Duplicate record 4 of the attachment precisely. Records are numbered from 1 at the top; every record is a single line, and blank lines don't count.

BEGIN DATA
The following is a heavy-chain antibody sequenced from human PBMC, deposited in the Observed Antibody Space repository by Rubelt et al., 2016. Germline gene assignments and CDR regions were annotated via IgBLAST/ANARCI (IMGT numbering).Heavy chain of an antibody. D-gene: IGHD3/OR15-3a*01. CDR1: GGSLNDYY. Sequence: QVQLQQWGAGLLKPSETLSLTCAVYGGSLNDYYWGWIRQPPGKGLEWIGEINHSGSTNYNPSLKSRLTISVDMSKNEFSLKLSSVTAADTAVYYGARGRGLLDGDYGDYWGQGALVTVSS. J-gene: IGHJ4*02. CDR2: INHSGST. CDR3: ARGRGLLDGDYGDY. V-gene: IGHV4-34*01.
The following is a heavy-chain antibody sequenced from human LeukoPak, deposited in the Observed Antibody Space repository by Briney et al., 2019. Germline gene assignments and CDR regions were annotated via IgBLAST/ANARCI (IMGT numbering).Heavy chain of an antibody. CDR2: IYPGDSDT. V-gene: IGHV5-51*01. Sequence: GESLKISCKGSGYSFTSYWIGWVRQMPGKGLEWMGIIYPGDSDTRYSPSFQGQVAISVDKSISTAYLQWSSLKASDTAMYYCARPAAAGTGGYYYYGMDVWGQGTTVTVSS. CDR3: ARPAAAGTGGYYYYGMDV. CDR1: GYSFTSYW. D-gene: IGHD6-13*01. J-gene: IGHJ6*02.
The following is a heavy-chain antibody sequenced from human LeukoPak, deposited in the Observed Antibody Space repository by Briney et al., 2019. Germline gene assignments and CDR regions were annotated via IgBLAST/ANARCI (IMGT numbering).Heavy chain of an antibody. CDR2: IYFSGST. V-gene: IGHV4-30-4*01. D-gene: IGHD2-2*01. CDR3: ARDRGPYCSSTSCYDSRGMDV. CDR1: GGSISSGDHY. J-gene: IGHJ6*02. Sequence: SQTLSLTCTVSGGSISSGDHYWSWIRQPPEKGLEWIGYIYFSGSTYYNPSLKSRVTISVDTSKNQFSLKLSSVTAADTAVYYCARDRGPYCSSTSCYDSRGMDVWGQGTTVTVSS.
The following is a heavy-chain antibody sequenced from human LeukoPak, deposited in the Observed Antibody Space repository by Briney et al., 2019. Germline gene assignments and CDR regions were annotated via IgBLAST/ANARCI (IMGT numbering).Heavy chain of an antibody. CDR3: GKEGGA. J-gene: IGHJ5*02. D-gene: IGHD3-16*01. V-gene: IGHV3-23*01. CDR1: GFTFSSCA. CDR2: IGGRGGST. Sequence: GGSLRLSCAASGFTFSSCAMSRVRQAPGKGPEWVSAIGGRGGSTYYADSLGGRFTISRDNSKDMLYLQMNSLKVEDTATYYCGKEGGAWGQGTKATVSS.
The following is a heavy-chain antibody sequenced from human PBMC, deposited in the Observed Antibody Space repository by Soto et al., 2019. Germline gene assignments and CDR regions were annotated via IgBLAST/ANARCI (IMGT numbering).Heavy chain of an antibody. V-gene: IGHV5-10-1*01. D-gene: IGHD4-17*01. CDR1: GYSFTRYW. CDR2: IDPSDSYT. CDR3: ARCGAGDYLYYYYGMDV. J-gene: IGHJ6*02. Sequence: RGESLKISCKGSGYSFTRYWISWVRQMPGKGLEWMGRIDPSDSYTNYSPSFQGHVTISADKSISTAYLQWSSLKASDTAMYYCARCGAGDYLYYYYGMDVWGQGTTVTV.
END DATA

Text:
The following is a heavy-chain antibody sequenced from human LeukoPak, deposited in the Observed Antibody Space repository by Briney et al., 2019. Germline gene assignments and CDR regions were annotated via IgBLAST/ANARCI (IMGT numbering).Heavy chain of an antibody. CDR3: GKEGGA. J-gene: IGHJ5*02. D-gene: IGHD3-16*01. V-gene: IGHV3-23*01. CDR1: GFTFSSCA. CDR2: IGGRGGST. Sequence: GGSLRLSCAASGFTFSSCAMSRVRQAPGKGPEWVSAIGGRGGSTYYADSLGGRFTISRDNSKDMLYLQMNSLKVEDTATYYCGKEGGAWGQGTKATVSS.